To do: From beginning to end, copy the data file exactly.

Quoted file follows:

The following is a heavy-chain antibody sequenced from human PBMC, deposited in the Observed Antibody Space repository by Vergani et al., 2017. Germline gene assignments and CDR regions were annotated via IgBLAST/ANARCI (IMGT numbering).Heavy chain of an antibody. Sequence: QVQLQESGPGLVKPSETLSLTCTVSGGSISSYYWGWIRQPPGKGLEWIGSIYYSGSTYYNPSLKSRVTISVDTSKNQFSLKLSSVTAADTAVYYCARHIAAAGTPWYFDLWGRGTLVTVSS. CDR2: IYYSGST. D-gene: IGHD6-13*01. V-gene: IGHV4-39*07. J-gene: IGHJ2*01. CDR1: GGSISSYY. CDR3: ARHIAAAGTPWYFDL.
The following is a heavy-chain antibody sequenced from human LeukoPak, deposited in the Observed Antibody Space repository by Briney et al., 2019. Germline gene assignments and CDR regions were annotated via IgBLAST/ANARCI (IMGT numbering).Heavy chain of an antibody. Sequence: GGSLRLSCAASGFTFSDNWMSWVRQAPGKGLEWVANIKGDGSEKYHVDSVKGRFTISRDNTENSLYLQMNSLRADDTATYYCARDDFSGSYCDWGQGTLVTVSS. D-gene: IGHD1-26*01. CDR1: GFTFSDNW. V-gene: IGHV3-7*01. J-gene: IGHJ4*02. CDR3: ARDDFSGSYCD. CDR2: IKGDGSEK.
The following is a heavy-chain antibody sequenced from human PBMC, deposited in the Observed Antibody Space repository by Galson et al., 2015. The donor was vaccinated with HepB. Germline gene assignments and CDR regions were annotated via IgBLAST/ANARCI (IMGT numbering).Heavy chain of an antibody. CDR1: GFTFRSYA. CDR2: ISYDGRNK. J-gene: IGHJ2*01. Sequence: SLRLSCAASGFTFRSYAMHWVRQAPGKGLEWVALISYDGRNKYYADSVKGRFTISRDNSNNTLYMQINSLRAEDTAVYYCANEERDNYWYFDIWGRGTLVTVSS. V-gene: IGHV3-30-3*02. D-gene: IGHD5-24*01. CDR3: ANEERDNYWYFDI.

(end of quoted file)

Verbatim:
The following is a heavy-chain antibody sequenced from human PBMC, deposited in the Observed Antibody Space repository by Vergani et al., 2017. Germline gene assignments and CDR regions were annotated via IgBLAST/ANARCI (IMGT numbering).Heavy chain of an antibody. Sequence: QVQLQESGPGLVKPSETLSLTCTVSGGSISSYYWGWIRQPPGKGLEWIGSIYYSGSTYYNPSLKSRVTISVDTSKNQFSLKLSSVTAADTAVYYCARHIAAAGTPWYFDLWGRGTLVTVSS. CDR2: IYYSGST. D-gene: IGHD6-13*01. V-gene: IGHV4-39*07. J-gene: IGHJ2*01. CDR1: GGSISSYY. CDR3: ARHIAAAGTPWYFDL.
The following is a heavy-chain antibody sequenced from human LeukoPak, deposited in the Observed Antibody Space repository by Briney et al., 2019. Germline gene assignments and CDR regions were annotated via IgBLAST/ANARCI (IMGT numbering).Heavy chain of an antibody. Sequence: GGSLRLSCAASGFTFSDNWMSWVRQAPGKGLEWVANIKGDGSEKYHVDSVKGRFTISRDNTENSLYLQMNSLRADDTATYYCARDDFSGSYCDWGQGTLVTVSS. D-gene: IGHD1-26*01. CDR1: GFTFSDNW. V-gene: IGHV3-7*01. J-gene: IGHJ4*02. CDR3: ARDDFSGSYCD. CDR2: IKGDGSEK.
The following is a heavy-chain antibody sequenced from human PBMC, deposited in the Observed Antibody Space repository by Galson et al., 2015. The donor was vaccinated with HepB. Germline gene assignments and CDR regions were annotated via IgBLAST/ANARCI (IMGT numbering).Heavy chain of an antibody. CDR1: GFTFRSYA. CDR2: ISYDGRNK. J-gene: IGHJ2*01. Sequence: SLRLSCAASGFTFRSYAMHWVRQAPGKGLEWVALISYDGRNKYYADSVKGRFTISRDNSNNTLYMQINSLRAEDTAVYYCANEERDNYWYFDIWGRGTLVTVSS. V-gene: IGHV3-30-3*02. D-gene: IGHD5-24*01. CDR3: ANEERDNYWYFDI.